So even though this isn’t a ‘secret recipe’ (I always share it when asked), it’s one I guarantee you’ll enjoy the simplicity of making and the joy of sharing. And seriously, it only takes twenty minutes from your cutting board to tortilla chip.
This week’s recipe features the small yet mighty white habanero which was a new pepper in my garden this summer. I really enjoyed the garlicky undertones however it was very mild which is why the ratio of garlic to pepper in the ingredients list below is so dramatic.
I first used the marinade as a spicy salad dressing, mixing in some olive oil, minced shallots, honey, salt, and pepper, then, decided to try it as a marinade to tenderize a tough cut of meat like a skirt steak. It was an excellent choice. The meat picked up just enough heat from the marinade to taste, but it was very subtle, and the acid in the vinegar helped to break down the meat’s tissue, allowing the steak to absorb a lot of the liquid, hence making the meat very tender and juicy.
When I considered what to pair with the steak, I wanted something that could stand up to the heat, so I made a dirty rice with more of the white habanero to continue the heat trend. Again it was subtle and tasted delicious with the accompanying tender onions, sweet bell peppers, and crispy bacon.
Today’s recipe is a continuation from last week’s post because I still had some of that deliciously spicy chocolate habanero sauce left over. It was too spicy to eat as a salsa (yes even for me) so I decided to experiment with a version of a Caribbean chili using the slow cooker.
I’ve participated in a few chili competitions in the past and have always found the four, and five-alarm chili’s to be so spicy, they obliterate your tongue and you don’t taste any of the other ingredients.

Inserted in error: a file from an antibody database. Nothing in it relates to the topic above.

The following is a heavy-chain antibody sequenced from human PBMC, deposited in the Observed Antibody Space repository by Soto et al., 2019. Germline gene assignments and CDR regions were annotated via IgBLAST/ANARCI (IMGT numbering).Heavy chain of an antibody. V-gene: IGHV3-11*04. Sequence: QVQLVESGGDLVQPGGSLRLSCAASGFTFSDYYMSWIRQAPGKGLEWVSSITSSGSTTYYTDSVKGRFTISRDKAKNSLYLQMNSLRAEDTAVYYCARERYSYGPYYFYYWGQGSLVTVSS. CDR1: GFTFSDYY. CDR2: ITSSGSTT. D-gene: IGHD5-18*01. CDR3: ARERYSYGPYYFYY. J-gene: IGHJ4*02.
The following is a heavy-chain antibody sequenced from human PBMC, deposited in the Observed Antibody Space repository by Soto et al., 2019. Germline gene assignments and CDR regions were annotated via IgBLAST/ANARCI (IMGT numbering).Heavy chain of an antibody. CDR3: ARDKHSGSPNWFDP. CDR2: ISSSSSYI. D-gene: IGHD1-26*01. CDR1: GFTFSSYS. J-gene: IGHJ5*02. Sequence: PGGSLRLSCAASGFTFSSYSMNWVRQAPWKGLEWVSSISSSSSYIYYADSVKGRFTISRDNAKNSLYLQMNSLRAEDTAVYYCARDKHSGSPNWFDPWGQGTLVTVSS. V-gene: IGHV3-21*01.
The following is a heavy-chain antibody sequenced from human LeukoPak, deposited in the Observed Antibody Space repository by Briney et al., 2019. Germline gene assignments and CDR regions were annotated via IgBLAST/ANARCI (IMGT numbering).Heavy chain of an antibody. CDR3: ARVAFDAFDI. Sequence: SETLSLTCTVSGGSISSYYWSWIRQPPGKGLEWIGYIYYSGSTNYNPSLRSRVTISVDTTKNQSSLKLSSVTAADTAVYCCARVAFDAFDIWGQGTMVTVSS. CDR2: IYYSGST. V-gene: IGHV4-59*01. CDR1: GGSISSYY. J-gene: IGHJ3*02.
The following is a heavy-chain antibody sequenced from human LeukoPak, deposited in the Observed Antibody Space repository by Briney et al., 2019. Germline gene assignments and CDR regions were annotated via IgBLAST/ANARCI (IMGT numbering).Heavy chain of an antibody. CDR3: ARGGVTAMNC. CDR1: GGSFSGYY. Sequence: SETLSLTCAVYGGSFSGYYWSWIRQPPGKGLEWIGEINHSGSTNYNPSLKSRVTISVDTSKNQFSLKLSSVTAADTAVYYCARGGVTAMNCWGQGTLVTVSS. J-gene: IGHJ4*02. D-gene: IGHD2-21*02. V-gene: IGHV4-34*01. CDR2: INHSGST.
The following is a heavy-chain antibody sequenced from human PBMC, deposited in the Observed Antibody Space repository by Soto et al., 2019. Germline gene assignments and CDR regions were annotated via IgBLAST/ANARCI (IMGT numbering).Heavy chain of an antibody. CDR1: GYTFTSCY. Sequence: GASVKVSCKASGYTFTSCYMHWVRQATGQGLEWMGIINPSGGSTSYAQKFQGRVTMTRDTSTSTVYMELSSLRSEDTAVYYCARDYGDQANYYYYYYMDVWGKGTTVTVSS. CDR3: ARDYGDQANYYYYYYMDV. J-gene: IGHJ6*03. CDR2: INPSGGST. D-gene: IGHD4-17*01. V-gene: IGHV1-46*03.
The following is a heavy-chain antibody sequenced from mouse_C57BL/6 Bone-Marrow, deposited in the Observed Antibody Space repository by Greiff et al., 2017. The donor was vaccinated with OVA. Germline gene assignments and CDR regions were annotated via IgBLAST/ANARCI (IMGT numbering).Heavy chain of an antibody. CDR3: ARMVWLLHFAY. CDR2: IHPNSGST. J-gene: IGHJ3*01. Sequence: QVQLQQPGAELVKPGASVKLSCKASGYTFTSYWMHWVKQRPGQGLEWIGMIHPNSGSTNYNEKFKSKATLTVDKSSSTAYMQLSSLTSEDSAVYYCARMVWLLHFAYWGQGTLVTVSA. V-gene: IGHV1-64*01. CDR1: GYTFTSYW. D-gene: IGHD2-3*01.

What was surprisingly wonderful about adding the Caribbean hot sauce to the mix in this chili was you still tasted the pork, ground beef, and tomato base, but you also picked up a great smoky, tangy heat at the end. My mouth was burning when I finished my bowl, but it wasn’t an overpowering heat, it was just right.
The next chili competition I enter will be using this recipe!
Remember last week when I warned you to get ready for a string of spicy recipes? Here’s a spicy, sweet, tangy, acidic masterpiece of a marinade using chocolate habaneros that I’m definitely going to make again. Don’t be daunted by the amount of garlic and habanero peppers here. You can reduce the quantities down to your preferred level of heat and still get great flavor.
Once grilled, the chicken ended up being exceptionally juicy, and it picked up a great level of heat from the habaneros. The addition of the bright, colorful, crunchy sweetness of the carrots and the dressing for the slaw balanced out the heat and made a beautiful plate.
My spicy pepper choice this summer was all about habaneros; specifically chocolate, spicy mustard and the rare and elusive white habanero. As any home gardener knows, once you commit to planting edibles in your garden, you spend the next several months watering, chasing bunnies, pruning, staking, and relocating them to different sunny spots for maximum exposure. Last week my patience finally paid off, and I’ve harvested an amazing crop of peppers. So off to the kitchen I went to create some new spicy, flavorful dishes while they were plump and fresh.
Advanced warning, the next several weeks of recipes are going to be all about peppers and delicious spicy heat so get ready!